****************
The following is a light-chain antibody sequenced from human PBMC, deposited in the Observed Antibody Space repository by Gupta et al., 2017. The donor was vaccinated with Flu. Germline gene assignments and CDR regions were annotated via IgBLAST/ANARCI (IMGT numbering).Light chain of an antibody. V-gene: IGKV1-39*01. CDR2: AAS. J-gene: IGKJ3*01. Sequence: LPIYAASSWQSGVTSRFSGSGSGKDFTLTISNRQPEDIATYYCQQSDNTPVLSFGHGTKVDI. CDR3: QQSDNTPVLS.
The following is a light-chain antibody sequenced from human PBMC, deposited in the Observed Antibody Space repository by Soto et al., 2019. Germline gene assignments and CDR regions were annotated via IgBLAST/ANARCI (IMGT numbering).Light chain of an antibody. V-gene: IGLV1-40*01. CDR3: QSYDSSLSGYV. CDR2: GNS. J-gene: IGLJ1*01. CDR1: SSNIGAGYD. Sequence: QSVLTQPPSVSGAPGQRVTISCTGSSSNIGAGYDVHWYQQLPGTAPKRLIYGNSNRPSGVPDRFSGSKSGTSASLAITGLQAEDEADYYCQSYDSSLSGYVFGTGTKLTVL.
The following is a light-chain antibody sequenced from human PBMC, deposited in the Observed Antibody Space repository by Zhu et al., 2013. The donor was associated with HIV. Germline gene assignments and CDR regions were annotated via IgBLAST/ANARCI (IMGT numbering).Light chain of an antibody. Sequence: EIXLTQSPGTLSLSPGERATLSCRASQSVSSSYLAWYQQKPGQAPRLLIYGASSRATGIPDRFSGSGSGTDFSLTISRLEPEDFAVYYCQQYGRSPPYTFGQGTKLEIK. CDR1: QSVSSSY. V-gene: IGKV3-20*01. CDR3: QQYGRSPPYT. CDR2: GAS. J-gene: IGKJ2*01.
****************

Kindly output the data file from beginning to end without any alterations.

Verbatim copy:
The following is a light-chain antibody sequenced from human PBMC, deposited in the Observed Antibody Space repository by Gupta et al., 2017. The donor was vaccinated with Flu. Germline gene assignments and CDR regions were annotated via IgBLAST/ANARCI (IMGT numbering).Light chain of an antibody. V-gene: IGKV1-39*01. CDR2: AAS. J-gene: IGKJ3*01. Sequence: LPIYAASSWQSGVTSRFSGSGSGKDFTLTISNRQPEDIATYYCQQSDNTPVLSFGHGTKVDI. CDR3: QQSDNTPVLS.
The following is a light-chain antibody sequenced from human PBMC, deposited in the Observed Antibody Space repository by Soto et al., 2019. Germline gene assignments and CDR regions were annotated via IgBLAST/ANARCI (IMGT numbering).Light chain of an antibody. V-gene: IGLV1-40*01. CDR3: QSYDSSLSGYV. CDR2: GNS. J-gene: IGLJ1*01. CDR1: SSNIGAGYD. Sequence: QSVLTQPPSVSGAPGQRVTISCTGSSSNIGAGYDVHWYQQLPGTAPKRLIYGNSNRPSGVPDRFSGSKSGTSASLAITGLQAEDEADYYCQSYDSSLSGYVFGTGTKLTVL.
The following is a light-chain antibody sequenced from human PBMC, deposited in the Observed Antibody Space repository by Zhu et al., 2013. The donor was associated with HIV. Germline gene assignments and CDR regions were annotated via IgBLAST/ANARCI (IMGT numbering).Light chain of an antibody. Sequence: EIXLTQSPGTLSLSPGERATLSCRASQSVSSSYLAWYQQKPGQAPRLLIYGASSRATGIPDRFSGSGSGTDFSLTISRLEPEDFAVYYCQQYGRSPPYTFGQGTKLEIK. CDR1: QSVSSSY. V-gene: IGKV3-20*01. CDR3: QQYGRSPPYT. CDR2: GAS. J-gene: IGKJ2*01.